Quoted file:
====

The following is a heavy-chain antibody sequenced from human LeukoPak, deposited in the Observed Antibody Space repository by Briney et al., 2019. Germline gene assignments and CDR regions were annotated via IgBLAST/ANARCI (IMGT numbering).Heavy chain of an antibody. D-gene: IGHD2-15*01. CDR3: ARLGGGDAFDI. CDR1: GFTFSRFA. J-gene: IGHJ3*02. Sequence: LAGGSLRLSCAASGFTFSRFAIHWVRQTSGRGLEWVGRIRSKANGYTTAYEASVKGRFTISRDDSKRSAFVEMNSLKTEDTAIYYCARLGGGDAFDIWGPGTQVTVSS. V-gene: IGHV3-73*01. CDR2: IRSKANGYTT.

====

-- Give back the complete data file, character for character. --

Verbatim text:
The following is a heavy-chain antibody sequenced from human LeukoPak, deposited in the Observed Antibody Space repository by Briney et al., 2019. Germline gene assignments and CDR regions were annotated via IgBLAST/ANARCI (IMGT numbering).Heavy chain of an antibody. D-gene: IGHD2-15*01. CDR3: ARLGGGDAFDI. CDR1: GFTFSRFA. J-gene: IGHJ3*02. Sequence: LAGGSLRLSCAASGFTFSRFAIHWVRQTSGRGLEWVGRIRSKANGYTTAYEASVKGRFTISRDDSKRSAFVEMNSLKTEDTAIYYCARLGGGDAFDIWGPGTQVTVSS. V-gene: IGHV3-73*01. CDR2: IRSKANGYTT.